Unique properties of metals that are largely different from the characteristics of organic substances should be considered in risk assessment. The bioavailability and toxicity of metals depend on their chemical speciation, that is, physical-chemical forms, in the environment, which is largely influenced by the environmental chemistry. Since metals in the environment are not always available while organisms have developed different processes to actively regulate the body burden, assessment of metal bioaccumulation might provide a better understanding of potential risks. Metal bioaccumulation is a prerequisite for metal toxicity, but is not the only determinant of metal toxicity. In addition to metal accumulation, metal toxicity is influenced by the subcellular partitioning of metals, which is controlled by the capacity of organisms to sequester and to detoxify metals. Different modelling approaches have been developed to address some of these factors. Both empirical and mechanistic equilibrium models have been developed and applied for characterising metal speciation in the environment. Metal bioaccumulation has been predicted by biodynamic models. The ability of organisms to detoxify metals has been taken into account in assessment based on the induction of metallothionein (MT) or subcellular partitioning. In addition, the interactions between organisms and metal ions have been taken into consideration in assessment of metal toxicity based on the accumulation of metal ions at biological surfaces.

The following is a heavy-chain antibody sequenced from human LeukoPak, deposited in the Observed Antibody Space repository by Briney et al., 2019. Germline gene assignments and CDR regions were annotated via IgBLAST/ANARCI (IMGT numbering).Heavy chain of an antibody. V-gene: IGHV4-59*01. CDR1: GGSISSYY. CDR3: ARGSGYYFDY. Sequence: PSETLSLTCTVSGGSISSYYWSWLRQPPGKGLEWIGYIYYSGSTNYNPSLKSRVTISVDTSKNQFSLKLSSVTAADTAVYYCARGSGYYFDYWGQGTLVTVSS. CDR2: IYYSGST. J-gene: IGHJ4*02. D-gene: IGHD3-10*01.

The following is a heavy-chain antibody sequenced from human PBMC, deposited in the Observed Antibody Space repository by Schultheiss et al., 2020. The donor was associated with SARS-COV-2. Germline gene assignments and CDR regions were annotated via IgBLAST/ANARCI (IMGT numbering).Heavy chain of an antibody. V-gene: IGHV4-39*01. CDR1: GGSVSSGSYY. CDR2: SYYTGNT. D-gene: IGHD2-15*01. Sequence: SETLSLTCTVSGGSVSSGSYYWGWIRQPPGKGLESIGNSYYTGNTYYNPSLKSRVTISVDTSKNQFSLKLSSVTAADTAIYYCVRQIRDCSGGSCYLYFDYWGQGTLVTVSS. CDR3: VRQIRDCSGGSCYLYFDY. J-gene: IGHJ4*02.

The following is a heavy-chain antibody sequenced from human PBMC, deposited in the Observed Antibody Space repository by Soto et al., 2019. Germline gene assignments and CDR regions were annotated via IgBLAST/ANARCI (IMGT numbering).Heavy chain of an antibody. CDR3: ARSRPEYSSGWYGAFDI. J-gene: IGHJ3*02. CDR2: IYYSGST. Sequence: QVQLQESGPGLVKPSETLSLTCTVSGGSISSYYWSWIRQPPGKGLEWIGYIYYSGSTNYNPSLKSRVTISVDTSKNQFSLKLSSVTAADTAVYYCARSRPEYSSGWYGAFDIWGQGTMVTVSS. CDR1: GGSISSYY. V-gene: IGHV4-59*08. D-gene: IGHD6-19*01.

Part of the book: Environmental Health Risk